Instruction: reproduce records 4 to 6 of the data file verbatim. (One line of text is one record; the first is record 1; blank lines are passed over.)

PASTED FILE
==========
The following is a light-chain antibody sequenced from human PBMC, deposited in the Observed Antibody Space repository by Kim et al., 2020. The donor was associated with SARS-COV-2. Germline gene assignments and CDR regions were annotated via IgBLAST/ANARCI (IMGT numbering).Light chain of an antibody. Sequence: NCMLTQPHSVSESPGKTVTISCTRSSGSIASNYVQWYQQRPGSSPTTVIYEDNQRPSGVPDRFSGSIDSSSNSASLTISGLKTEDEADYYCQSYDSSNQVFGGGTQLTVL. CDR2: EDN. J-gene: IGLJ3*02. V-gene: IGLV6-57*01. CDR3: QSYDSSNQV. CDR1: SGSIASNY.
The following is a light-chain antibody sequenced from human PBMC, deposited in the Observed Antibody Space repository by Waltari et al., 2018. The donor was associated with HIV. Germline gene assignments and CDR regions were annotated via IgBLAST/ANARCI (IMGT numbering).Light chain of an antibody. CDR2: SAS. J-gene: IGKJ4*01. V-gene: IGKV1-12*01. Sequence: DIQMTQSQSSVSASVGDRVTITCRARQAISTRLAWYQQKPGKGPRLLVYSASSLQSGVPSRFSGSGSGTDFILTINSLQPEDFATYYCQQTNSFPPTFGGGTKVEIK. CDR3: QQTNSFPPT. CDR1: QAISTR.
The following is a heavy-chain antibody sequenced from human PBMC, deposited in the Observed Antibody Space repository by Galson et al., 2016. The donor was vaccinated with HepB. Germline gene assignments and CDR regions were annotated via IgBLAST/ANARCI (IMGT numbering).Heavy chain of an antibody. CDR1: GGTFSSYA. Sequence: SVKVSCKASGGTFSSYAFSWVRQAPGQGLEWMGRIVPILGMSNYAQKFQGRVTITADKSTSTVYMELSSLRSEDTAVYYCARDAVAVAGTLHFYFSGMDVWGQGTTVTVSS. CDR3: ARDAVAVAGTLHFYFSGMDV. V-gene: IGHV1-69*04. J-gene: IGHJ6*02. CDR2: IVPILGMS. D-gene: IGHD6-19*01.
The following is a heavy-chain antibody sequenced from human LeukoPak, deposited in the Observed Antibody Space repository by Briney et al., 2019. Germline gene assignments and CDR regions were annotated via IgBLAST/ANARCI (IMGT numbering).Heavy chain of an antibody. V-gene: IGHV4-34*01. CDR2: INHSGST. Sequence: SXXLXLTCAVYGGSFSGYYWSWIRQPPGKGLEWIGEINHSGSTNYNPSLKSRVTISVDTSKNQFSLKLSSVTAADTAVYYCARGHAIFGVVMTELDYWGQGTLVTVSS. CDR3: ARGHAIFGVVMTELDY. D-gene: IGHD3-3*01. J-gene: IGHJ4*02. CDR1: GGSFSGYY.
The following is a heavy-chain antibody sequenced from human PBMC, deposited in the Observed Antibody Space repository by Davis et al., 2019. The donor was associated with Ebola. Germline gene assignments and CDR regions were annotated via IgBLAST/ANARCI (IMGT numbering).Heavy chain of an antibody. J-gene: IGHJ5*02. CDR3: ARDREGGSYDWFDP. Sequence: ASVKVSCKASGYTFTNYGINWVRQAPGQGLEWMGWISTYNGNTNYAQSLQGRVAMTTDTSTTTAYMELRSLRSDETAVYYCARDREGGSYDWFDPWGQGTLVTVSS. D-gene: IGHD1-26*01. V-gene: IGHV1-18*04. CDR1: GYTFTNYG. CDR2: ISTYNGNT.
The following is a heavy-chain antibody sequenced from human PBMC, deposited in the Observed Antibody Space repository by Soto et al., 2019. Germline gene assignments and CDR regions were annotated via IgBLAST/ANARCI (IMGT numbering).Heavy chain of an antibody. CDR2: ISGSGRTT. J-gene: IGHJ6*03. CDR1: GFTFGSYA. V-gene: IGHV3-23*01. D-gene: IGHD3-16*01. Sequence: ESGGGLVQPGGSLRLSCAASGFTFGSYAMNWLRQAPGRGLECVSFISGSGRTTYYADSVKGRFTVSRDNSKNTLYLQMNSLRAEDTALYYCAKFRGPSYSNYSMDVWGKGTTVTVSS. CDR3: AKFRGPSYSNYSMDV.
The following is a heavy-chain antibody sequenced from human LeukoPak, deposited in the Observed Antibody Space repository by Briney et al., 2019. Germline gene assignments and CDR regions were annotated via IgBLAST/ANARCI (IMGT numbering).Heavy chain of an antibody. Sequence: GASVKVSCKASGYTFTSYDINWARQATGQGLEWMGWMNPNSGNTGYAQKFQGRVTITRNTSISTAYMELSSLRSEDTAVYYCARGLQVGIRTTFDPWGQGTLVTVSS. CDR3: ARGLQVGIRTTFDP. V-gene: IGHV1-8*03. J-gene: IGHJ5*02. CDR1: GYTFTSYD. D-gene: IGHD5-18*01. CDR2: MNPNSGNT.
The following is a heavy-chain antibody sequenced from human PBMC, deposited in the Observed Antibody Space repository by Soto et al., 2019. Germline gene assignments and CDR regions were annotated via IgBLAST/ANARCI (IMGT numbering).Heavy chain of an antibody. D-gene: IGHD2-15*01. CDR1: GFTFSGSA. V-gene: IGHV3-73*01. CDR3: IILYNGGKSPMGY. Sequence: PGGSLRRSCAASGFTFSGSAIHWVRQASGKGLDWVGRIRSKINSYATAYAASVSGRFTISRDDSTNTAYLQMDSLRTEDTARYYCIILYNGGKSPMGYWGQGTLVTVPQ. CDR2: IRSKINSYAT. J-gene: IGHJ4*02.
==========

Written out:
The following is a heavy-chain antibody sequenced from human LeukoPak, deposited in the Observed Antibody Space repository by Briney et al., 2019. Germline gene assignments and CDR regions were annotated via IgBLAST/ANARCI (IMGT numbering).Heavy chain of an antibody. V-gene: IGHV4-34*01. CDR2: INHSGST. Sequence: SXXLXLTCAVYGGSFSGYYWSWIRQPPGKGLEWIGEINHSGSTNYNPSLKSRVTISVDTSKNQFSLKLSSVTAADTAVYYCARGHAIFGVVMTELDYWGQGTLVTVSS. CDR3: ARGHAIFGVVMTELDY. D-gene: IGHD3-3*01. J-gene: IGHJ4*02. CDR1: GGSFSGYY.
The following is a heavy-chain antibody sequenced from human PBMC, deposited in the Observed Antibody Space repository by Davis et al., 2019. The donor was associated with Ebola. Germline gene assignments and CDR regions were annotated via IgBLAST/ANARCI (IMGT numbering).Heavy chain of an antibody. J-gene: IGHJ5*02. CDR3: ARDREGGSYDWFDP. Sequence: ASVKVSCKASGYTFTNYGINWVRQAPGQGLEWMGWISTYNGNTNYAQSLQGRVAMTTDTSTTTAYMELRSLRSDETAVYYCARDREGGSYDWFDPWGQGTLVTVSS. D-gene: IGHD1-26*01. V-gene: IGHV1-18*04. CDR1: GYTFTNYG. CDR2: ISTYNGNT.
The following is a heavy-chain antibody sequenced from human PBMC, deposited in the Observed Antibody Space repository by Soto et al., 2019. Germline gene assignments and CDR regions were annotated via IgBLAST/ANARCI (IMGT numbering).Heavy chain of an antibody. CDR2: ISGSGRTT. J-gene: IGHJ6*03. CDR1: GFTFGSYA. V-gene: IGHV3-23*01. D-gene: IGHD3-16*01. Sequence: ESGGGLVQPGGSLRLSCAASGFTFGSYAMNWLRQAPGRGLECVSFISGSGRTTYYADSVKGRFTVSRDNSKNTLYLQMNSLRAEDTALYYCAKFRGPSYSNYSMDVWGKGTTVTVSS. CDR3: AKFRGPSYSNYSMDV.